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M. Frenschkowski: Address to World Summit 2015

Address to World Summit 2015, Seoul, Korea, August 27 to 31, 2015

Ladies and Gentlemen, dear colleagues and friends at this conference!

Every generation has its challenges. These may not be the same as those of former generations, though some have a tendency to turn up again every few years. In Germany, where I come from, the global situation has come down rather vehemently on political and civil authorities, in the last months, exhibiting in particular the faces of hundreds of thousands of refugees. Germany has tried to accept the challenges and has opened its doors to more refugees than any other European country, though non-European countries like Turkey, Lebanon, Pakistan, Jordan and others have to support larger absolute numbers. But since 2013 Germany has been the recipient of the single largest number of new asylum claims among industrialized countries, according to the UN Refugee Agency. There are more forcibly displaced persons in the world today than at any other time since World War II. Indeed, quite a number of older German people are strongly reminded of the situation after World War II, when millions of fugitives from East Germany had to be integrated into postwar society. In 2014 in Europe, 627,000 people asked for asylum, including 203,000 in Germany. This year it will be far, far more, perhaps almost a million alone in Germany.

This also changes the interreligious dialogue, which is the subject that concerns me most. Muslim people increasingly are perceived as victims of violence and terror, not just as possible perpetrators. A more discriminating, sophisticated and careful look not only at Islamic groups has become a necessity, at least in Germany, not an exception as it still was 20 years ago in my country. But other facts have surfaced also. The twentieth century produced more religious persecution and even more Christian martyrs than all the centuries before. But also Muslims and Buddhists, Jews and Bahá'ís and many other people have been subject to harassment and indeed persecution. Religion has been both a victim and a cause of violence. Many people in the 1980s believed religion would decrease in a secularized world and perhaps die a peaceful death in a few decades: “This is the way religion ends, not with a bang but a whimper,” to restyle T.S. Eliot’s famous line—a prediction dramatically wrong both for good and evil in religion.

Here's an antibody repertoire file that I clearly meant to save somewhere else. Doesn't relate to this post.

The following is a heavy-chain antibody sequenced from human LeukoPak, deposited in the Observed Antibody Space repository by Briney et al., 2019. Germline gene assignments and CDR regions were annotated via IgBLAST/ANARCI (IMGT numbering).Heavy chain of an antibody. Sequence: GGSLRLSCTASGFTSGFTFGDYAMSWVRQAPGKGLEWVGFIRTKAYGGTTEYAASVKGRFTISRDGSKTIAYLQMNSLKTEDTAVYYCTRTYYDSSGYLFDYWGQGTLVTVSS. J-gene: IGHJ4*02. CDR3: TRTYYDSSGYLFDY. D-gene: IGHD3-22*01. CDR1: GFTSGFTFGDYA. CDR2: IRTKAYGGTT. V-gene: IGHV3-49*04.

These all are facts. What do they mean for the religious aspect of human development? A hundred years ago Max Weber, the greatest scholar in the sociology of religion, defined as the first duty of academic teaching—my field—to bring students to the acceptance of unwelcome facts. Fact is always more important than theory. “Unbequeme Tatsachen anerkennen zu lehren” (“to teach [one’s students] to acknowledge inconvenient facts”), as he wrote in his famous lecture on science as a profession.

Unwelcome facts: to realize things are not as easy as we might welcome. The first thing that happens in science, and also in the science of Religious Studies, always is a collapse of easy theories. Peace must be so easy when people really want it: This is an easy theory, and it is a wrong theory. Peace is not easy. It takes all our intelligence, all our imagination, all our courage, all our work.  

The academic field of Religious Studies, the science of religion, very much has to deal with such unwelcome facts. Religious Studies is the academic field of multidisciplinary and secular study of religious beliefs, behaviors and institutions. As such, it is part of the wide field of Cultural Studies or, as we used to say, of the Humanities. Religious Studies—which is not theology—describes, interprets, compares and perhaps to some degree explains religions, but it generally does not evaluate them. Yesterday we spoke about ISIS [the Islamic State] and extremism in young adults. To say it clearly: We know quite a lot about how this happens; it is a well-researched area. We know the contributing factors, but for the media it is much more interesting to present tales of atrocities than to let a scholar talk for very much more than a few minutes.

Let me take the liberty of repeating something I said at another UPF meeting in Jerusalem a number of years ago. What can Religious Studies, or let’s say what can the science of religion, contribute to what we are talking about at this conference? Peace does not come from being less religious, but more so, not from secularization, but from taking seriously the diversity and richness of the religious traditions.

  • Academic science can help to read the holy texts of religions, and clarify their historical background. It can help to understand our own place in the history of our faith and not take for timeless truth what in fact is a special expression of faith at a certain time and under certain cultural circumstances. It can help to liberate, to disengage religion from political and military agendas trying to use religious energies for their own ends.